It’s a new year and that means resolutions. Gyms that were bare just last week are now crammed and health food supplies are quickly running low.
Every year we make a list for ourselves of how we can be better. We want to lose weight, or laugh more, or eat healthier. Some of these goals are understandable and easy to reach, and others are goals that we may never be able to come close to.
Because of our tendency to strive for achievements in timeframes out of our capability, I have seen a change in my peers when it comes to the new year. More and more of my friends have stopped making resolutions and started talking about how toxic and how bad resolutions can be for you. They say things like “I wouldn’t be able to stick with it anyway”, or “New year, same me”. They consistently talk about how nothing will change and how this year will go just as bad as the last.
Well, my friends, that’s called a self-fulfilling prophecy.
If you tell yourself you’re going to fail, of course, you’ll never succeed.
If you say that you’re never going to change, you never will.
Now, listen to me. Unrealistic goals are not good for you. You’re never going to lose 50 pounds in a month and you’re not going to have tons of money saved in a couple of weeks. That just isn’t feasible. Telling yourself that you will is just setting yourself up for not only failure but for the development of some really bad, potentially life-threatening situations.
Making yourself throw up to lose weight is not a healthy way to lose weight, and gambling is not a safe way to earn money. These are never resolutions you should set yourself, but these are the resolutions I continue to see that has caused such a mindset of toxicity.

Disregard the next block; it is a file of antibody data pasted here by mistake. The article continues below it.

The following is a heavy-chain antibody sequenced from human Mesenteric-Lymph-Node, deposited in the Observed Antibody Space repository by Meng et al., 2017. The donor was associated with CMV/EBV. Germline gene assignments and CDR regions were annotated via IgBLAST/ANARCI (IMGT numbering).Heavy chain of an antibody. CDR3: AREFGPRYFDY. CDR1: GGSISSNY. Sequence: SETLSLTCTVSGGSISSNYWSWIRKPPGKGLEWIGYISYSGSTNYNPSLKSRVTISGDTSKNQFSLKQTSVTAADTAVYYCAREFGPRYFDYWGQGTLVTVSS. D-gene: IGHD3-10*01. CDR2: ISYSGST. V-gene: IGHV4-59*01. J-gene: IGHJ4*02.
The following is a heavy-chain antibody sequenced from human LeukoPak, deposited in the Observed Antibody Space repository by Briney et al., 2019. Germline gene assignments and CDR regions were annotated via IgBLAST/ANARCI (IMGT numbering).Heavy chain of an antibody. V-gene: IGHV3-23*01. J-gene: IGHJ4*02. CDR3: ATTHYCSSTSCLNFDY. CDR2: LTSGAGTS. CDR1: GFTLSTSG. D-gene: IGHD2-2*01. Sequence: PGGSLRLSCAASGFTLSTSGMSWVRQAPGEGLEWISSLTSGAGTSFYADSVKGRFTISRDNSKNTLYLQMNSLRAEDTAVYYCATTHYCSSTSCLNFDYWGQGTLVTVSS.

In order to protect yourself from these dangerous circumstances, you need to set yourself long-term goals, with short term goals specified for you. This can be extremely beneficial and may set you up for success this new year.
Let me explain. Let’s return to the concept of losing 50 pounds in a month.
That isn’t going to happen, your body just can’t handle that.
However, what if you say you want to lose 50 pounds in 8 months? That’s a lot easier for your body to handle and a much healthier time frame than the original.
So that’s your long-term goal. 8 months. 50 pounds.
So your short-term goals might be to go a week without eating fast food or chocolate, and then maybe to make it to the gym three times during the week. These goals focus on the here and now while still pushing you towards that larger goal. Your chance of success goes up, and your chance of having a much more pleasant experience does as well.
There is absolutely nothing wrong with wanting to better yourself. You’re allowed to want to be a smarter, fitter, or happier person than you were the year before. The difference, however, is how you set yourself up.
Be safe and happy this new year, and don’t give up on your goals. Change takes time, but it’s worth the wait.